Guest Post: The Problem with Safety Awards

guestblogger.jpgToday we have a guest blogger at The Employer Handbook. It’s Kristie Lewis. An expert in the construction industry, freelance writer Kristie Lewis offers tips and advice on choosing the best construction management colleges. She welcomes any questions and comments you might have at

And if you want to guest blog at The Employer Handbook, then email me.

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(Editor’s note: I can’t possibly have a post on safety without incorporating this song).

There’s a tactic that has been in use for some years now by both major corporations and smaller companies. The method is simple; cut down on workers compensation costs by awarding employees for good safety practices. At first glance, this seems like a great plan, but there’s an unforeseen problem lurking in the background.

From the hospitality industry to the construction industry, several companies across the nation now give employees incentives to play it safe at work. Some companies promise their employees extra time off if they can go two weeks without any safety incidents, some give away gift cards or prizes. For some workers, the possibility of receiving a little something extra every two weeks has them questioning the benefit of reporting injuries, and this is where the problem lies.

All businesses in the United States require their employees to report all instances of injury, no matter how great or small. This is because small, harmless injuries can quickly turn into bigger injuries, and companies need to have the report on file to save themselves in the event of a legal battle.

Before the advent of safety award programs, employees had no reason to not report small injuries. But now, a small cut on the finger could mean the company will lose its chance for a day off or a free steak dinner and this has some workers opting not to report small accidents.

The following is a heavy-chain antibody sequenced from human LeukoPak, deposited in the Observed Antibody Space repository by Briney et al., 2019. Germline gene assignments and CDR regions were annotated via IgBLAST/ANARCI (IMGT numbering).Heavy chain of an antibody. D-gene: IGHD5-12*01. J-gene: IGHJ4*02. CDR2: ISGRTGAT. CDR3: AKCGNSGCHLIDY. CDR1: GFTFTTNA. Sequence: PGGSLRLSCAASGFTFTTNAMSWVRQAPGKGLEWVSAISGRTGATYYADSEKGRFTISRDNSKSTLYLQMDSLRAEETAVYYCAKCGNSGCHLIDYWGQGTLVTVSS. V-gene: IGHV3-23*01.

Even worse, there is a possibility that some employees will actually threaten other employees who go to report small injuries. All of this may seem like childish playground politics, but it is a legitimate concern that employers should take note of.

The question employers need to ask is, “Does our award system have the potential to cause employees not to report injuries?” Typically, if your system rewards employees on a frequent basis with monetary gifts or time off, then you do have a recipe for disaster, and you should change your award program.

Instead of offering gift cards or extra time away from the office, plan a company office party or happy hour event for departments that stay incident free for longer than one month. When you decrease the frequency and value of the reward, you may be surprised to see that the number of small injury reports will rise.

Events may not be reported, but this doesn’t mean they aren’t happening. And this is exactly why there are problems in rewarding workers for being “accident free.” After all, the definition of accident is “an unforeseen and unplanned event or circumstance.” No one knows when they will happen. Even with good safety practices, reward programs can’t stop accidents, but they can stop workers from reporting injuries.